the total facility life cycle. It was clearly felt that owners, design
contractors, and construction contractors would benefit from new and
dramatically different relationships with suppliers, who should no
longer be silent partners in the EPC process.
An Innovative Methodology
Addressing the problem statement and confirming the hypothesis
required a research effort that extended beyond the classic steps of
identifying a problem, gathering data, examining results, and
recommending change. A suitable methodology was, therefore,
developed that included the following four key steps:
1. Initiating an extensive search for innovation within and
beyond the boundaries of the industrial construction industry.
2. Defining a breakthrough project delivery system, which
would make it possible to utilize supplier expertise in all
phases of the project life cycle.
3. Measuring and quantifying the effect of implementing the
breakthrough in both theoretical and field implementations.
4. Developing the required tools to facilitate the routine
implementation of the breakthrough throughout the industry.
The results of Steps 1 and 2 are covered in the following chapter.
The measurement process is discussed in Chapter 3; and
implementation procedures are in discussed in Chapter 4.
Development of the Breakthrough Model
A Search for Innovation
The research team set out to identify instances or trends of
enhanced supplier involvement, both within and beyond the
construction industry. A literature survey, a mail questionnaire of CII
member companies, and a number of structured interviews by research
team members were used to identify and study instances where
owners, contractors, or suppliers had successfully developed or
employed innovative or atypical relationships within the EPC process.
Four principal conclusions flow from this effort:
1. There is both need and precedent for the development of a
step change to the EPC process that brings suppliers of
strategic components and/or systems for a project into the
circle of cooperation between owner and contractor.
2. The analysis of the questionnaire results showed that
suppliers were, in numerous cases, being used in an
expanded role with regard to status, time of involvement, and
expected role, but that business and commercial relationships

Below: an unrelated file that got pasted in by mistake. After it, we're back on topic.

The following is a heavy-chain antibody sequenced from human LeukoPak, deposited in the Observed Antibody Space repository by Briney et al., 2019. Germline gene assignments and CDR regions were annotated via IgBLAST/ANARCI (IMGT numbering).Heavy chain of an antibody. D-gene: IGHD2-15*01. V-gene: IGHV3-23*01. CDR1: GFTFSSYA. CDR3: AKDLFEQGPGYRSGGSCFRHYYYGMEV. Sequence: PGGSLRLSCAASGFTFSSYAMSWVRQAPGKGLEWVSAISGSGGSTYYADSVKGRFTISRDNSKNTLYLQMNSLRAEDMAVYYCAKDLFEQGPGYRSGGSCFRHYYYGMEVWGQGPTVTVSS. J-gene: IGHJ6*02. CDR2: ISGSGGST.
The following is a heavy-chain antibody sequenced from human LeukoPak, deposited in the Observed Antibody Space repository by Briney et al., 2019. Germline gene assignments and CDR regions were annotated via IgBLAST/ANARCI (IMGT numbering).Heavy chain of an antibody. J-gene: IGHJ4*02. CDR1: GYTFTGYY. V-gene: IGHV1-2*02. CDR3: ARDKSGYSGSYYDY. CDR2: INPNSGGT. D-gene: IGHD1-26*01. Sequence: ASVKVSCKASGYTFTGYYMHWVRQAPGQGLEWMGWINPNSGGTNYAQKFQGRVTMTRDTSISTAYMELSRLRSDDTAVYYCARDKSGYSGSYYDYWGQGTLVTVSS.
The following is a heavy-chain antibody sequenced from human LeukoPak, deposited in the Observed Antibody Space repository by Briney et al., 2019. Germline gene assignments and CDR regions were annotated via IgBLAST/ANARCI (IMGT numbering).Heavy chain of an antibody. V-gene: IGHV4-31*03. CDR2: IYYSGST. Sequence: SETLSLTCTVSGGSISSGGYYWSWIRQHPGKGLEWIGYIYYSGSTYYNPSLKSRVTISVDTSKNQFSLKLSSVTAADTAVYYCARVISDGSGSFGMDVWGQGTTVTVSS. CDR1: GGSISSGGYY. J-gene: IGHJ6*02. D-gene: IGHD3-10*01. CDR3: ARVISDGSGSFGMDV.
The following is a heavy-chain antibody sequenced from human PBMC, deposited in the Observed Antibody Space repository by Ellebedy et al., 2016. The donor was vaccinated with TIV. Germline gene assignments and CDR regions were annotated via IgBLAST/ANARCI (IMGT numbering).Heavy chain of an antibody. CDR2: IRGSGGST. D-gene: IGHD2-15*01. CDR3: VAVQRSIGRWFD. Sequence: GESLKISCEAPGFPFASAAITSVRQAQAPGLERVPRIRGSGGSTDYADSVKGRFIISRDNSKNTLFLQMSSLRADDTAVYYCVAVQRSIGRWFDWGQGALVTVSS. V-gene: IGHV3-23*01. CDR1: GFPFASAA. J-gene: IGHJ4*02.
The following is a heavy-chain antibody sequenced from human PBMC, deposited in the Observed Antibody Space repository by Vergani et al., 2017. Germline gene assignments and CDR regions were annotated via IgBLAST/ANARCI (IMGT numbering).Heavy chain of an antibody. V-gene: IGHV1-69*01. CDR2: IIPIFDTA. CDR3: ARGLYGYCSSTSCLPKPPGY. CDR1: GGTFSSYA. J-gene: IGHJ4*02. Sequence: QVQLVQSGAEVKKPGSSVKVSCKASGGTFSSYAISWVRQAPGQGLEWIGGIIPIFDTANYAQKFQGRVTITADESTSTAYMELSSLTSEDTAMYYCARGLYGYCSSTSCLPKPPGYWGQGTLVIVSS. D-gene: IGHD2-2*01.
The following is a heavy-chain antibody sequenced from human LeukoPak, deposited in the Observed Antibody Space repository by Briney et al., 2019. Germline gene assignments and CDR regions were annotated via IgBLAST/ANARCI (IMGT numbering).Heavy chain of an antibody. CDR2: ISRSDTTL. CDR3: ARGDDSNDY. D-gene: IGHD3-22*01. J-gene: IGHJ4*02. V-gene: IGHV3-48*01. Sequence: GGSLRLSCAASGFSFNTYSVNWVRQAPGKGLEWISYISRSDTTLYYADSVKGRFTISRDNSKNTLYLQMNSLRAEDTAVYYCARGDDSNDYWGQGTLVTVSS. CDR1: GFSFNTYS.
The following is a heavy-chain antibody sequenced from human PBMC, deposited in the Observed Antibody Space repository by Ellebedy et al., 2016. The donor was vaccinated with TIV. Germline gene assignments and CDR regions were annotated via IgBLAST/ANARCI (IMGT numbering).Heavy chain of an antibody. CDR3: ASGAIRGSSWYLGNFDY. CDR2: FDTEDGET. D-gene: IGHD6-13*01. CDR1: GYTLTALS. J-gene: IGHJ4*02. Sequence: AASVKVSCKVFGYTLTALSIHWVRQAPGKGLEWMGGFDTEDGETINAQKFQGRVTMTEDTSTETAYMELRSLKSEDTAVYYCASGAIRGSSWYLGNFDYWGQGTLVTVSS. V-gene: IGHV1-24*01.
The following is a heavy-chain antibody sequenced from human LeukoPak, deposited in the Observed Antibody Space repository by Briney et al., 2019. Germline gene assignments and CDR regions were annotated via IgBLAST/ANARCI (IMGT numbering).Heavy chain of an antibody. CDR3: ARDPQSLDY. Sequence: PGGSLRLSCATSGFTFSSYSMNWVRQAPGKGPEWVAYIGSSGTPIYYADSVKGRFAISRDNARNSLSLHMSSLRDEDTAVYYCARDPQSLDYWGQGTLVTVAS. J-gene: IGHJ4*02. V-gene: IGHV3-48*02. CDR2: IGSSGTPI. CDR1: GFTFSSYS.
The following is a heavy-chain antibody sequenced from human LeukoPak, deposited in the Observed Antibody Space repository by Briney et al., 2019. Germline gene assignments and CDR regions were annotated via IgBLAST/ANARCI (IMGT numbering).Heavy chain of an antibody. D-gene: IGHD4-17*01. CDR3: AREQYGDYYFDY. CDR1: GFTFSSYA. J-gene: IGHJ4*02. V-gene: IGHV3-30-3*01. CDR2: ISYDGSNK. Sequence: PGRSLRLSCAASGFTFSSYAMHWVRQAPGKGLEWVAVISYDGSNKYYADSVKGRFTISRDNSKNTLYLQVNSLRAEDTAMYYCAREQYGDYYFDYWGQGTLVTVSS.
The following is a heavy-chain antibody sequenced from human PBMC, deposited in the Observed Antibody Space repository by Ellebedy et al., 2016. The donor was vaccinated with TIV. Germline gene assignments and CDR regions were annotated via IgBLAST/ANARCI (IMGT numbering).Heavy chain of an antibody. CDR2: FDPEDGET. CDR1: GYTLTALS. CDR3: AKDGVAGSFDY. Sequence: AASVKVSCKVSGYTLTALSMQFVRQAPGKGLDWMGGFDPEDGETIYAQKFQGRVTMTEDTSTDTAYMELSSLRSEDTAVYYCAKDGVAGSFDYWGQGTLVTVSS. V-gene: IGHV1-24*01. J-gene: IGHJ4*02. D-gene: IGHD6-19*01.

remained narrowly and traditionally defined.
3. The interviews conducted by research team members
confirmed pockets of innovation within the industry and
presented strong anecdotal evidence of reductions in time
and cost due to the early involvement of strategic suppliers.
4. The survey of associated industries showed that at least two
industries, the automotive manufacturing industry and the
micro-electronics construction industry, had improved
performance by expanding the role played by suppliers and
that many of their lessons could be transferred to the
mainstream industrial construction sector.
Defining a Breakthrough Delivery System Model
The research team was convinced that a step change to the EPC
process that would bring suppliers of strategic items and/or systems
into the circle of cooperation between owners and contractors was
both necessary and possible.
Discussion among the varied interests represented by the research
team membership led to a discussion during which the members came
to the following conclusion:
If one really desires to enhance the role of suppliers of the
most critical components and systems in a project, then one
must both enhance and prioritize the point of definitive
contact with those suppliers: the procurement process.
This led the research team to envision a project delivery system
that takes the big P for procurement in the EPC process and places it
before the E for engineering so that the technical knowledge and
expertise of major suppliers can be integrated into all phases of the
project from the beginning, thus PEC.
In recognition of this change and the fact that a number of non-
strategic procurement items would continue to be procured in the
traditional way (little p), the research team designated the process
This, together with the need to accommodate a variety of interests
and applications, led to the following broad definition:
PEpC (Procurement, Engineering, procurement, and
Construction) is an innovative project delivery system which
makes it possible to utilize key supplier expertise in all phases
of the project life cycle by developing an advance
procurement strategy and by actually reaching full commercial
and contractual agreement with suppliers of strategic
procurement items and/or systems prior to the principal
project engineering activities.
Refining the Breakthrough
The fundamental and essential characteristic of PEpC compared
with classic EPC is that procurement of the most project-critical
components is accomplished prior to all but the most preliminary
engineering efforts. (In this context, procurement means concluding a
full, complete, and binding contractual agreement between the buyer
and seller for one or more specified products and or services.)
In traditional EPC, procurement follows engineering, both
sequentially and in the fact that engineering specifies and defines the
items to be procured. In PEpC, the most strategic and project-critical
procurement transactions occur prior to detail engineering, and those
procured items then influence and define subsequent detail
engineering. More importantly, the suppliers of such project-critical
components are no longer passive compliers with specifications